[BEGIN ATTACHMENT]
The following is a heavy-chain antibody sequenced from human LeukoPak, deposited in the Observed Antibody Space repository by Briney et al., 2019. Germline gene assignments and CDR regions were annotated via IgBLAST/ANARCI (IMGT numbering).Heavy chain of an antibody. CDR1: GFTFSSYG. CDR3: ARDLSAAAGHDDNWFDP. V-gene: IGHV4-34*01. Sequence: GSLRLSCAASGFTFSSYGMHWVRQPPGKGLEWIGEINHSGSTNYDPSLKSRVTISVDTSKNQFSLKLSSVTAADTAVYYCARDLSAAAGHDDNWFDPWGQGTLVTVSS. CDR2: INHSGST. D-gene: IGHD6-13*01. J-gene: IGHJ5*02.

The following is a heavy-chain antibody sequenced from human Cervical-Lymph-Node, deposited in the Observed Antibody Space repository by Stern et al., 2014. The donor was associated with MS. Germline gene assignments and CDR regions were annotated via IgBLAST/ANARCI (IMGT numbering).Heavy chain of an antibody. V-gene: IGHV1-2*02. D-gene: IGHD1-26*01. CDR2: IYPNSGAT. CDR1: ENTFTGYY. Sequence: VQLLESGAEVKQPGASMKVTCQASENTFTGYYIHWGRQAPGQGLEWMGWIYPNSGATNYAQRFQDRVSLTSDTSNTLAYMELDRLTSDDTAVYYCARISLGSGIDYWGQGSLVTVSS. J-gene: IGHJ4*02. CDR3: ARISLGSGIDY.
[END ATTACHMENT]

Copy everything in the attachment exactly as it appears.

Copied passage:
The following is a heavy-chain antibody sequenced from human LeukoPak, deposited in the Observed Antibody Space repository by Briney et al., 2019. Germline gene assignments and CDR regions were annotated via IgBLAST/ANARCI (IMGT numbering).Heavy chain of an antibody. CDR1: GFTFSSYG. CDR3: ARDLSAAAGHDDNWFDP. V-gene: IGHV4-34*01. Sequence: GSLRLSCAASGFTFSSYGMHWVRQPPGKGLEWIGEINHSGSTNYDPSLKSRVTISVDTSKNQFSLKLSSVTAADTAVYYCARDLSAAAGHDDNWFDPWGQGTLVTVSS. CDR2: INHSGST. D-gene: IGHD6-13*01. J-gene: IGHJ5*02.

The following is a heavy-chain antibody sequenced from human Cervical-Lymph-Node, deposited in the Observed Antibody Space repository by Stern et al., 2014. The donor was associated with MS. Germline gene assignments and CDR regions were annotated via IgBLAST/ANARCI (IMGT numbering).Heavy chain of an antibody. V-gene: IGHV1-2*02. D-gene: IGHD1-26*01. CDR2: IYPNSGAT. CDR1: ENTFTGYY. Sequence: VQLLESGAEVKQPGASMKVTCQASENTFTGYYIHWGRQAPGQGLEWMGWIYPNSGATNYAQRFQDRVSLTSDTSNTLAYMELDRLTSDDTAVYYCARISLGSGIDYWGQGSLVTVSS. J-gene: IGHJ4*02. CDR3: ARISLGSGIDY.